A Profound Inspiration: Rick Lowe and Project Row Houses
“ I see them as I walk the Third Ward of Houston, the rhythm of their shadows, the square of the porch three over four like the beat of a visual gospel.” - Dr. John Biggers
One Sunday morning in the early ’90s, while sipping a coffee and reading The New York Times, I came across a story about Rick Lowe, Hon. TxA and his Project Row Houses in Houston. I was a young architect in New Haven, Connecticut, working in a commercial architecture office and finding my voice in my profession.
I was instantly moved and inspired by Lowe.
Project Row Houses is a development in Houston’s Third Ward, an impoverished part of town. Lowe and his team restored 22 shotgun houses and used art as an incubator for the neighborhood. Noble as that simple description is, it does not do justice to the powerful weaving of architecture, history, art, memory, education and rejuvenation that is at the core of Project Row Houses.
Having been attracted to vernacular architecture from childhood, I was drawn by the idea of the shotgun house. This classic urban typology is common in inner-city neighborhoods of the South, particularly African American communities. The simple plan, long and narrow, places rooms along one side of the house, and, on the other side, a single hall connects the front and back porches. These porches were a place for sharing and socializing with family and neighbors. Porches speak “welcome” and provide a place to say hello.
Lowe has said he begins each presentation on Project Row Houses with a slide of Dr. John Biggers, whose influence on the program is unmistakable. Biggers understood the sense of heritage that the shotgun house represents. To many, the shotgun house, with its straight-line hallway, personifies the movement from slavery to freedom. Biggers, himself a Third Ward resident and African American painter, also understood the architectural significance of the row house.
These light-framed structures stand solid, their repetitive gabled roof forms and gabled porches, standing stoic and proud. Author and architectural historian Stephen Fox eloquently expresses what I find so compelling about this house.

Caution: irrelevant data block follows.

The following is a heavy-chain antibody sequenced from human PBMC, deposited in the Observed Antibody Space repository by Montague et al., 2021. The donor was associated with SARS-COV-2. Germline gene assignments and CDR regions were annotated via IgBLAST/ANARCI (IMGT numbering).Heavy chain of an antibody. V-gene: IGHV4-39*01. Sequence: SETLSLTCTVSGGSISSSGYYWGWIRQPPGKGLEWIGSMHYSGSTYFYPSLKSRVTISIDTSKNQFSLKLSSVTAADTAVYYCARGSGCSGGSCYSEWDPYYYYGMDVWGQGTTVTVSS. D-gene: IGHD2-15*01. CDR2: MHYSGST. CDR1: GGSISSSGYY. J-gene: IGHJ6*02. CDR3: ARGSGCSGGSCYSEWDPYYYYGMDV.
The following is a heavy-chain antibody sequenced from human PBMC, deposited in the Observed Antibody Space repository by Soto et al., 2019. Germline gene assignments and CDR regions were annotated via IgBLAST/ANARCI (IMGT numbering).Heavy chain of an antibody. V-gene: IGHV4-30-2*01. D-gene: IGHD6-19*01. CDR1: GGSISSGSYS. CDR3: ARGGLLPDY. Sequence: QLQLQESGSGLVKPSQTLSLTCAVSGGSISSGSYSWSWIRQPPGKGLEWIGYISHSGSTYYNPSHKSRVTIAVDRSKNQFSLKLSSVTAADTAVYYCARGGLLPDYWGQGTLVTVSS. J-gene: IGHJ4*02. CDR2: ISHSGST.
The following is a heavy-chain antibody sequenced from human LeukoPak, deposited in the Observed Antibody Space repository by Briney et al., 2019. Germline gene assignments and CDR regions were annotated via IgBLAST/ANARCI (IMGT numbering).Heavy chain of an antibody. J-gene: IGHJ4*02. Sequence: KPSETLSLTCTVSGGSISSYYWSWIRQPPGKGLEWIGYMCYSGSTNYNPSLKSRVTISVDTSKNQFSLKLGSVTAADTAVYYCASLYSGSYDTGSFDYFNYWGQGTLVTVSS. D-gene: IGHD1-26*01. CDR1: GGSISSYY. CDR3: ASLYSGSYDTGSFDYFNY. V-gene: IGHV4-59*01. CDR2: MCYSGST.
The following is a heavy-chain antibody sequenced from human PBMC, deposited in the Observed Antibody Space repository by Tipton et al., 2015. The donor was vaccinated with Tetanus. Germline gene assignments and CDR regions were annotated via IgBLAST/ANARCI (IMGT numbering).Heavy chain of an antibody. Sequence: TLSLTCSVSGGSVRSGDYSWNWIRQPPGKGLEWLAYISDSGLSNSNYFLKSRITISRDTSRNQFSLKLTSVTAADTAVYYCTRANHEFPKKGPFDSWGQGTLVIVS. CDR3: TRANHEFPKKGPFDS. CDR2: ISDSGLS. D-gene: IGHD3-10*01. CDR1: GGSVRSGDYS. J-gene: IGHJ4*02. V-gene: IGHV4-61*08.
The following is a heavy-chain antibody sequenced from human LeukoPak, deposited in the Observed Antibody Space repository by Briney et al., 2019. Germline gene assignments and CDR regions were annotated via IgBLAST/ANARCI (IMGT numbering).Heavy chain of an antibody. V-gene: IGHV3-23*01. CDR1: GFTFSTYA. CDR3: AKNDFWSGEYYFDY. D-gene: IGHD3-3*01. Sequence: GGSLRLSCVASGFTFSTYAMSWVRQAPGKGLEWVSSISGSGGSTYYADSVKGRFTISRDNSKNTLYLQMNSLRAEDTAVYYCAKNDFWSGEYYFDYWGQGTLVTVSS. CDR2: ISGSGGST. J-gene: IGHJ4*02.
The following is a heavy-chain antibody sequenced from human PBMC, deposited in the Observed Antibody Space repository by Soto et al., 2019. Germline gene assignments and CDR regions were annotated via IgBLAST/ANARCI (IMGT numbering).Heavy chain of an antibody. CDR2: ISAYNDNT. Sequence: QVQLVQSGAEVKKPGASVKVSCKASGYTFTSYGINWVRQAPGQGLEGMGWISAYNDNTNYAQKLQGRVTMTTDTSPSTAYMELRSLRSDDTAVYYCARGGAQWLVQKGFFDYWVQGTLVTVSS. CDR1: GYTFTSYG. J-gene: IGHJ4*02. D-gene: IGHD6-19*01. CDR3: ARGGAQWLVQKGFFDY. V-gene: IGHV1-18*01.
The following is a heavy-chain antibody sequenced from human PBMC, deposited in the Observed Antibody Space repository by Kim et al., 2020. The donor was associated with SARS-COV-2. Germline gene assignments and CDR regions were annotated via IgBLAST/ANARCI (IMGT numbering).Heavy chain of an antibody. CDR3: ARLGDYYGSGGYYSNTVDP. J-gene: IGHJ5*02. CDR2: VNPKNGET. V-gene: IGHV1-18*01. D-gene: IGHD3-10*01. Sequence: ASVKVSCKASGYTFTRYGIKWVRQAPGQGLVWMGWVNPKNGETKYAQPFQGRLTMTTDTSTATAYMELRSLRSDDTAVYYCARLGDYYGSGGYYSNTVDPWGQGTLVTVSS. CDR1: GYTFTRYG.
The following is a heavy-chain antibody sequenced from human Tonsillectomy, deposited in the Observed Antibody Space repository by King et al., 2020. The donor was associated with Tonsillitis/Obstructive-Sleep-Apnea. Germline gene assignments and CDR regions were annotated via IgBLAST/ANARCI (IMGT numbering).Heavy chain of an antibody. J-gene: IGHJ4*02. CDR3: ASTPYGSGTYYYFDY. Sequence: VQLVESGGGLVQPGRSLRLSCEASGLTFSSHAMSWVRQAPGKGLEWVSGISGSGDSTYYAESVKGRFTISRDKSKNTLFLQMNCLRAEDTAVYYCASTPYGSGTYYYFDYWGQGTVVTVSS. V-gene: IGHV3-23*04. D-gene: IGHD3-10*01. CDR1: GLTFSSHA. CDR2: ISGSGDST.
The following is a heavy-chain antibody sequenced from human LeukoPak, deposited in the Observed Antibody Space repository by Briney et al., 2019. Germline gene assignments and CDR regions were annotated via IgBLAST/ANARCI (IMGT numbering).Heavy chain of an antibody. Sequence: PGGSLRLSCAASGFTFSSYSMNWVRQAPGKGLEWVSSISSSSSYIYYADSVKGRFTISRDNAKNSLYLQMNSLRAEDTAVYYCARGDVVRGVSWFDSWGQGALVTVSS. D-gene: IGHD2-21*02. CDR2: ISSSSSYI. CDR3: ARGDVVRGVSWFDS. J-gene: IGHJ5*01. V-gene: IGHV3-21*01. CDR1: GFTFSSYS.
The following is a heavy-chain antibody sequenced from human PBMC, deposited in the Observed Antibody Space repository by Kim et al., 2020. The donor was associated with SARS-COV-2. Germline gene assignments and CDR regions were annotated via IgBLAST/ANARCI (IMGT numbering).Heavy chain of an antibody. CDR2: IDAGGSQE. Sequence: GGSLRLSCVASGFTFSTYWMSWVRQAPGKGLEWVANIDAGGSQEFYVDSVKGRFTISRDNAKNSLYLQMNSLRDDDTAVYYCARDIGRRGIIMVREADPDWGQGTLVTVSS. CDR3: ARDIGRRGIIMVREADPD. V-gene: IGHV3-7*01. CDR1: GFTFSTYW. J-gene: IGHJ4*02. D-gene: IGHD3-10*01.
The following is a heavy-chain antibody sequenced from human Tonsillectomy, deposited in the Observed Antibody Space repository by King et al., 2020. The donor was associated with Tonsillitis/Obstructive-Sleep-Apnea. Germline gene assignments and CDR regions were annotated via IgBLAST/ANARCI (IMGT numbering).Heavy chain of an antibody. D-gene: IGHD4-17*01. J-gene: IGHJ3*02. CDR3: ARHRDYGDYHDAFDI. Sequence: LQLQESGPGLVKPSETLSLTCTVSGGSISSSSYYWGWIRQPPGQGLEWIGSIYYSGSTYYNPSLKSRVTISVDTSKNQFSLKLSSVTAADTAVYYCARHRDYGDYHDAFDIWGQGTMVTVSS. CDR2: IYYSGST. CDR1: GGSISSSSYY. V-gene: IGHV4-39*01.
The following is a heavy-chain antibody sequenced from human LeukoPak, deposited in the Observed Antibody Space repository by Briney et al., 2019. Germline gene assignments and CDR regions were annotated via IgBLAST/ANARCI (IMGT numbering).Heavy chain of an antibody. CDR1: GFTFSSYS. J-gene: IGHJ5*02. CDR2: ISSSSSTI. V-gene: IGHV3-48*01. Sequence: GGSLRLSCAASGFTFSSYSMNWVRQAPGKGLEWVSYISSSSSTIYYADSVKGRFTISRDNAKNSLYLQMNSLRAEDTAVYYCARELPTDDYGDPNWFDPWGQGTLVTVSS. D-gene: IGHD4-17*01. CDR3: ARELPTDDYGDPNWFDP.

“These small houses,” writes Fox, “combined in rows, endow the block with the presence and dignity that are essential attributes of urban architecture.”
When Lowe and his team began the project, the 22 shotgun houses sat derelict. Around the same time, Lowe was working on some of his large-scale paintings and cutout sculptures dealing with social issues when a group of Third Ward high school students dropped by his studio.
“I appreciate that your paintings and sculptures show what is happening in our community, but we don’t need that. We know what happens here,” one said. “If you’re an artist, why can’t you create a solution to these issues?”
It was a turning point for Lowe’s creative energy. John Biggers’ Shotguns painting, which depicts a sky full of abstract shotgun house gables with a line of enduring, proud African American women standing their ground along the base, made Lowe realize he had the vehicle for his vision: the derelict row houses in his own backyard. With seed money from the National Endowment for the Arts and the Elizabeth Firestone Graham Foundation, Lowe and five colleagues purchased the houses, and Project Row Houses was born.
The other powerful influence on Project Row Houses was the work of Joseph Beuys, a German artist who coined the term “social sculpture” to represent the way that people shape the world around them. Quickly, the founding team saw the understanding of art shift from a traditional studio practice to a conceptual base of transforming the social environment.
Row houses before renovations / Photo: Sheryl Tucker Vasquez courtesy of Project Row Houses
Jasmine Zelaya Art House Round 51 - Local Impact II - Fall 2020 / Photo: Project Row Houses